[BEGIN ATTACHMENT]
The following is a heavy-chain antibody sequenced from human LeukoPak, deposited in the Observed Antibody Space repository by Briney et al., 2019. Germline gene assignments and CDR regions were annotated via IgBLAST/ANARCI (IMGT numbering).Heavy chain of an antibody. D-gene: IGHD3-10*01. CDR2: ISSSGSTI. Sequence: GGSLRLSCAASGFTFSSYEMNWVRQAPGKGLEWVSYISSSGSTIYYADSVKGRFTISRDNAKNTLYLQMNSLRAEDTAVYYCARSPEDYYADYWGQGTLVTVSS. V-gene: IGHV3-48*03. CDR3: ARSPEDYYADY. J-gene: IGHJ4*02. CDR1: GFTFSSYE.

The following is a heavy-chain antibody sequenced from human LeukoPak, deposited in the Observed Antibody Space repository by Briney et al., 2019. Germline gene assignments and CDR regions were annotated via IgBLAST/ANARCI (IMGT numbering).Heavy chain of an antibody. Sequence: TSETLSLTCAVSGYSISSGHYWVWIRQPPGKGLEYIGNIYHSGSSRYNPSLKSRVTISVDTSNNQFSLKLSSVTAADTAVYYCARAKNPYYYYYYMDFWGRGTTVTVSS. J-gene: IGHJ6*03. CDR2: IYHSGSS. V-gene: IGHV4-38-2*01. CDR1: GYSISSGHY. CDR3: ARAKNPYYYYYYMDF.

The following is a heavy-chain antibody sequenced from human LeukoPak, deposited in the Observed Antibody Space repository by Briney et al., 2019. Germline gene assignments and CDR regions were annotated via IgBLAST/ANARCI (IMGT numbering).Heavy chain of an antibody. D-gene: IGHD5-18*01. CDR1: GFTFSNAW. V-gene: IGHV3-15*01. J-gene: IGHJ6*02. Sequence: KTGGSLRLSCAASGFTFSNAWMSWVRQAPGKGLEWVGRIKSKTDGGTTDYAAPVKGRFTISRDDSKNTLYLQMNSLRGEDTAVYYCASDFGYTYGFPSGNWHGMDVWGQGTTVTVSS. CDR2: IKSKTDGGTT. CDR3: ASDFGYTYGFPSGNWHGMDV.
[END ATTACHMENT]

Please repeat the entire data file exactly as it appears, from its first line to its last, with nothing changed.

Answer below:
The following is a heavy-chain antibody sequenced from human LeukoPak, deposited in the Observed Antibody Space repository by Briney et al., 2019. Germline gene assignments and CDR regions were annotated via IgBLAST/ANARCI (IMGT numbering).Heavy chain of an antibody. D-gene: IGHD3-10*01. CDR2: ISSSGSTI. Sequence: GGSLRLSCAASGFTFSSYEMNWVRQAPGKGLEWVSYISSSGSTIYYADSVKGRFTISRDNAKNTLYLQMNSLRAEDTAVYYCARSPEDYYADYWGQGTLVTVSS. V-gene: IGHV3-48*03. CDR3: ARSPEDYYADY. J-gene: IGHJ4*02. CDR1: GFTFSSYE.

The following is a heavy-chain antibody sequenced from human LeukoPak, deposited in the Observed Antibody Space repository by Briney et al., 2019. Germline gene assignments and CDR regions were annotated via IgBLAST/ANARCI (IMGT numbering).Heavy chain of an antibody. Sequence: TSETLSLTCAVSGYSISSGHYWVWIRQPPGKGLEYIGNIYHSGSSRYNPSLKSRVTISVDTSNNQFSLKLSSVTAADTAVYYCARAKNPYYYYYYMDFWGRGTTVTVSS. J-gene: IGHJ6*03. CDR2: IYHSGSS. V-gene: IGHV4-38-2*01. CDR1: GYSISSGHY. CDR3: ARAKNPYYYYYYMDF.

The following is a heavy-chain antibody sequenced from human LeukoPak, deposited in the Observed Antibody Space repository by Briney et al., 2019. Germline gene assignments and CDR regions were annotated via IgBLAST/ANARCI (IMGT numbering).Heavy chain of an antibody. D-gene: IGHD5-18*01. CDR1: GFTFSNAW. V-gene: IGHV3-15*01. J-gene: IGHJ6*02. Sequence: KTGGSLRLSCAASGFTFSNAWMSWVRQAPGKGLEWVGRIKSKTDGGTTDYAAPVKGRFTISRDDSKNTLYLQMNSLRGEDTAVYYCASDFGYTYGFPSGNWHGMDVWGQGTTVTVSS. CDR2: IKSKTDGGTT. CDR3: ASDFGYTYGFPSGNWHGMDV.